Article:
A commonly used term for people who are quiet, reserved, thoughtful, and self-reliant and who tend to prefer solitary work and leisure activities.
Individuals who are quiet, reserved, thoughtful, and self-reliant are often referred to as "introverts." They are likely to prefer solitary work and leisure activities. In comparison with extroverts, who draw most of their energy from social interaction and respond to external stimuli immediately and directly, introverts tend to mull things over before formulating a reaction, and their energy is regenerated by time spent alone.
Carl Jung was the first psychologist to use the terms introversion and extroversion, which literally mean "inward turning" and "outward turning." More recently, researchers in the field of personality, most notably Hans Eysenck, have popularized these terms. Eysenck claims a biological basis for introversion and extroversion, rooted in differences in sensitivity to physical and emotional stimulation. Eysenck claims that introverts are more sensitive to cortical arousal and thus more likely to be overwhelmed by external stimuli while extroverts, who are less sensitive to arousal, are more likely to actually seek out additional stimuli. Eysenck also created a system of personality types combining introversion and extroversion with degrees of emotionality and stability to arrive at four types corresponding to the classical four temperaments first delineated by Hippocrates. These types (together with Eysenck's formulations) are melancholic (emotional and introverted); phlegmatic (stable and introverted); choleric (stable and extroverted); and sanguine (emotional and extroverted).
Introversion is observable even in early childhood. An introverted child is able to entertain herself alone for extended periods of time, while extroverts need company most of the time. When it comes to socializing, introverts are likely to focus their attention on only one or a few best friends rather than a larger social group. Introverts like to "look before they leap," observing situations before they are ready to participate, and thinking things over before they speak. They are independent, introspective thinkers, turning inward to formulate their own ideas about things. They are more likely than extroverts to act differently in public than they do at home because they feel less at ease among strangers. They prefer to concentrate on a single activity at a time and dislike interruptions. On an emotional level, they are likely to become absorbed by their own emotions and pay less attention to those of the people around them. They may also be more reluctant than extroverts to talk about their feelings.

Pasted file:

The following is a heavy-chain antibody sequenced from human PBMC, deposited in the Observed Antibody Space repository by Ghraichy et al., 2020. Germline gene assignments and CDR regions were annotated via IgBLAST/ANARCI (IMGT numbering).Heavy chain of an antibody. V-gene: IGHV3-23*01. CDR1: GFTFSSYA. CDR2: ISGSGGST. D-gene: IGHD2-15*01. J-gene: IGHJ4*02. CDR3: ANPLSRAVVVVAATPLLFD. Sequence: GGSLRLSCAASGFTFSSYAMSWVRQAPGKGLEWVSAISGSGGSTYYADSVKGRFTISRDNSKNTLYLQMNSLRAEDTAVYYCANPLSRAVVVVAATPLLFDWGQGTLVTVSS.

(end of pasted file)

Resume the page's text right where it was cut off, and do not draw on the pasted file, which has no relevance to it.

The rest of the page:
The personality traits that characterize introversion overlap at several points with those often seen in gifted people, such as independence of thought, the ability to spend extended periods of time absorbed in solitary pursuits, and heightened sensitivity to social interactions. The association between introversion and giftedness has been reinforced by the findings of Dr. Linda Silverman at Denver University's Gifted Child Development Center, who found that an unusually high percentage of introverted children are gifted.
Although introversion and extroversion are observable, documented personality tendencies, people generally do not conform completely to either description. This fact is reflected, for example, in the Myers-Briggs Type Indicator, which treats introversion and extroversion as two ends of a continuum, with most people falling somewhere in between. Some scores come out very close to either end, while others are virtually at the half-way mark. However, it is possible for Myers-Briggs test results to change over time as people change.
Campbell, Joseph, ed. The Portable [Carl] Jung. New York: Viking, 1971.
Eysenck, Hans J. and Michael Eysenck. Personality and Individual Differences. New York: Plenum Press, 1985.
Shapiro, Kenneth Joel. The Experience of Introversion. Durham, NC: Duke University. Press, 1975.